By CHRISTINE LEGERE
February 05, 2014
PLYMOUTH — Federal regulators have placed Pilgrim Nuclear Power Station among the nation’s nine worst performers based on its recent number of unplanned shutdowns, a move that will mean much closer scrutiny by federal inspection teams in the coming months.
NRC spokesman Neil Sheehan said Pilgrim had four unplanned shutdowns in 7,000 operating hours. (There are about 8,200 operating hours in a year.)
No more than three are allowed within the 7,000-hour period.
The downgrade marks the second for the 42-year-old plant in the last six months. In early November, the plant received the first downgrade for unplanned shutdowns with complications.
“Two performance indicators related to an increased number of unplanned shutdowns over the past year … shows the company needs to focus greater attention on understanding why this trend is occurring,” said Neil Sheehan, spokesman for the Nuclear Regulatory Commission, in a statement. “For the NRC’s part, we need to apply more resources to assess (plant owner-operator) Entergy’s effort to determine root causes and to implement corrective actions.”
David Lochbaum, director of the Nuclear Safety Project for the Union of Concerned Scientists, said he’d recorded nine shutdowns at Pilgrim in the first nine months of 2013,
The plant not only led the nation for shutdowns, it had its worst year in two decades, according to Lochbaum.
The Union of Concerned Scientists’ figures differ from the NRC’s because the organization includes shutdowns to fix broken parts, such as leaking pumps or waterlines. NRC classifies those, in some cases, as “planned” shutdowns.
“One of the things the NRC will be trying to answer is, are the events coincidence, bad luck or inadequate budget or inadequate training,” Lochbaum said.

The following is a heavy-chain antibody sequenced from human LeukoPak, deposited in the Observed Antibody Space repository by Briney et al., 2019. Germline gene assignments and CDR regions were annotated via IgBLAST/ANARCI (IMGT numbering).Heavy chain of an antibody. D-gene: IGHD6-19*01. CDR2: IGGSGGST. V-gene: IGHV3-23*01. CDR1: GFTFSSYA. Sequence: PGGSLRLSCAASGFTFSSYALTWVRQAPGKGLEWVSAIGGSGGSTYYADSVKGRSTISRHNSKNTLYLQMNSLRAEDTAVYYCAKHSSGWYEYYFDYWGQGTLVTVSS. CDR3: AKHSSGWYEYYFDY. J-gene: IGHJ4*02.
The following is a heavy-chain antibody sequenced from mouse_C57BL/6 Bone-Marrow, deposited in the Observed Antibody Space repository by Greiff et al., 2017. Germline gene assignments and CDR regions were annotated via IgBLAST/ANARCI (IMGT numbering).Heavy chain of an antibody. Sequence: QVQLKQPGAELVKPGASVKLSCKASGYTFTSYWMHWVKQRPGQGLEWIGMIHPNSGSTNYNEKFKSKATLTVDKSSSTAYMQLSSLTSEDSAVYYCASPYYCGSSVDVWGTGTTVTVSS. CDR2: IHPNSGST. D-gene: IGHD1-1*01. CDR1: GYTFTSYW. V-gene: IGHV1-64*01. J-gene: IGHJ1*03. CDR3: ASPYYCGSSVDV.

“A lot of NRC cavalry is going to be showing up,” said Lochbaum. “It may make the public feel better knowing there will be a lot of pressure to get to the bottom of this.”
The need for the increased scrutiny at the Plymouth plant concerns state Rep. Daniel Wolf, D-Harwich.
“What does it mean that we have, in our backyard, what regulators have deemed as less safe than other plants,” Wolf said. “This just continues to ratchet up. The question is, why does the Nuclear Regulatory Commission allow that plant to stay open?”
Nuclear plant watchdog Diane Turco, a founder of the Cape Downwinders, expressed skepticism over benefits of increased scrutiny by federal regulators and turned to sarcasm in an email to the Times.
“NRC planned intervention for more oversight means more overlooking the real public safety concerns to keep Entergy Nuclear in business,” she wrote.
Joyce McMahon, spokeswoman for Entergy, stressed two of the four shutdowns that led to the poor performance rating from the NRC “were the result of electric transmission line problems external to Pilgrim.”
“We are working closely with the owners of the transmission system to identify ways to improve electrical grid reliability,” McMahon said in an email. “The shutdowns had no impact on the health and safety of the public or our employees.”
“Operating Pilgrim at the highest levels of safety and reliability is our top priority,” McMahon’s email continued. “We have conducted rigorous reviews of the plant shutdowns to identify common causes and required improvements. Our action plan is broad-based and addresses plant equipment, processes and organizational improvement initiatives.”